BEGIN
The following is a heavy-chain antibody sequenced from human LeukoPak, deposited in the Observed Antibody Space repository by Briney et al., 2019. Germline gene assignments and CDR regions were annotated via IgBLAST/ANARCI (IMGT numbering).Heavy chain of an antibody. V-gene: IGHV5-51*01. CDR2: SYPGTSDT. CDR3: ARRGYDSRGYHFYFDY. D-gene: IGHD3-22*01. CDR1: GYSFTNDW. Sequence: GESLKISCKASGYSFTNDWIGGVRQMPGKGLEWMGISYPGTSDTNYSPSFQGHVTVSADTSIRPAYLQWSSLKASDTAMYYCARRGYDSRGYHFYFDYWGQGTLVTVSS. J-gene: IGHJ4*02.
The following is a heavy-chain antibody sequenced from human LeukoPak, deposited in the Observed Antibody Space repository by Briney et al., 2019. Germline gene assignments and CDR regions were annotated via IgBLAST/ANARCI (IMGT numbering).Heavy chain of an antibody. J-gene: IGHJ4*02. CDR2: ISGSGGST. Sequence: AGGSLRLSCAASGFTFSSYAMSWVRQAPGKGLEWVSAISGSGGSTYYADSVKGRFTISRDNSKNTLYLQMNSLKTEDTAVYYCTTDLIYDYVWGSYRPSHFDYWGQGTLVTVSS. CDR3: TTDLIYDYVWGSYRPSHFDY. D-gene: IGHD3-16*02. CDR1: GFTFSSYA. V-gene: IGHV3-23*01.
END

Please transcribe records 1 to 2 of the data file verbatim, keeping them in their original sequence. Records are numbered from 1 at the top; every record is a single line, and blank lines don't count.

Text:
The following is a heavy-chain antibody sequenced from human LeukoPak, deposited in the Observed Antibody Space repository by Briney et al., 2019. Germline gene assignments and CDR regions were annotated via IgBLAST/ANARCI (IMGT numbering).Heavy chain of an antibody. V-gene: IGHV5-51*01. CDR2: SYPGTSDT. CDR3: ARRGYDSRGYHFYFDY. D-gene: IGHD3-22*01. CDR1: GYSFTNDW. Sequence: GESLKISCKASGYSFTNDWIGGVRQMPGKGLEWMGISYPGTSDTNYSPSFQGHVTVSADTSIRPAYLQWSSLKASDTAMYYCARRGYDSRGYHFYFDYWGQGTLVTVSS. J-gene: IGHJ4*02.
The following is a heavy-chain antibody sequenced from human LeukoPak, deposited in the Observed Antibody Space repository by Briney et al., 2019. Germline gene assignments and CDR regions were annotated via IgBLAST/ANARCI (IMGT numbering).Heavy chain of an antibody. J-gene: IGHJ4*02. CDR2: ISGSGGST. Sequence: AGGSLRLSCAASGFTFSSYAMSWVRQAPGKGLEWVSAISGSGGSTYYADSVKGRFTISRDNSKNTLYLQMNSLKTEDTAVYYCTTDLIYDYVWGSYRPSHFDYWGQGTLVTVSS. CDR3: TTDLIYDYVWGSYRPSHFDY. D-gene: IGHD3-16*02. CDR1: GFTFSSYA. V-gene: IGHV3-23*01.